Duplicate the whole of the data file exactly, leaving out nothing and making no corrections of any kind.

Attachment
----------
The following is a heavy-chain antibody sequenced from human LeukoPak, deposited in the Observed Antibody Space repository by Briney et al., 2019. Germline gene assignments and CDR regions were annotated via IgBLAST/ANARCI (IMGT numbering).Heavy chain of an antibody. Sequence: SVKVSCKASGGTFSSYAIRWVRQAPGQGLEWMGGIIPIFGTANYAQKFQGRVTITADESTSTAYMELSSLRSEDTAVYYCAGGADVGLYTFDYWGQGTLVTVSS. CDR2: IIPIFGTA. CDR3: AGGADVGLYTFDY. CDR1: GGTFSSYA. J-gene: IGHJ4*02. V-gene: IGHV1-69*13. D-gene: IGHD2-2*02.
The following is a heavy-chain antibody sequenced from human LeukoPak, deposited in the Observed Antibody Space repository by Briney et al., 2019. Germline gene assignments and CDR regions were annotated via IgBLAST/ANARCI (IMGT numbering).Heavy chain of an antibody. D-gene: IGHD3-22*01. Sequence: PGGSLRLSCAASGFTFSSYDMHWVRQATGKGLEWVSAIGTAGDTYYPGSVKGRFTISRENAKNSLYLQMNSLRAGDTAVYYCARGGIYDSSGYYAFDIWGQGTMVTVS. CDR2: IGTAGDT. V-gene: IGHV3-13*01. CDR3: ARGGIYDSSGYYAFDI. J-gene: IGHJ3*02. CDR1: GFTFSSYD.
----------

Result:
The following is a heavy-chain antibody sequenced from human LeukoPak, deposited in the Observed Antibody Space repository by Briney et al., 2019. Germline gene assignments and CDR regions were annotated via IgBLAST/ANARCI (IMGT numbering).Heavy chain of an antibody. Sequence: SVKVSCKASGGTFSSYAIRWVRQAPGQGLEWMGGIIPIFGTANYAQKFQGRVTITADESTSTAYMELSSLRSEDTAVYYCAGGADVGLYTFDYWGQGTLVTVSS. CDR2: IIPIFGTA. CDR3: AGGADVGLYTFDY. CDR1: GGTFSSYA. J-gene: IGHJ4*02. V-gene: IGHV1-69*13. D-gene: IGHD2-2*02.
The following is a heavy-chain antibody sequenced from human LeukoPak, deposited in the Observed Antibody Space repository by Briney et al., 2019. Germline gene assignments and CDR regions were annotated via IgBLAST/ANARCI (IMGT numbering).Heavy chain of an antibody. D-gene: IGHD3-22*01. Sequence: PGGSLRLSCAASGFTFSSYDMHWVRQATGKGLEWVSAIGTAGDTYYPGSVKGRFTISRENAKNSLYLQMNSLRAGDTAVYYCARGGIYDSSGYYAFDIWGQGTMVTVS. CDR2: IGTAGDT. V-gene: IGHV3-13*01. CDR3: ARGGIYDSSGYYAFDI. J-gene: IGHJ3*02. CDR1: GFTFSSYD.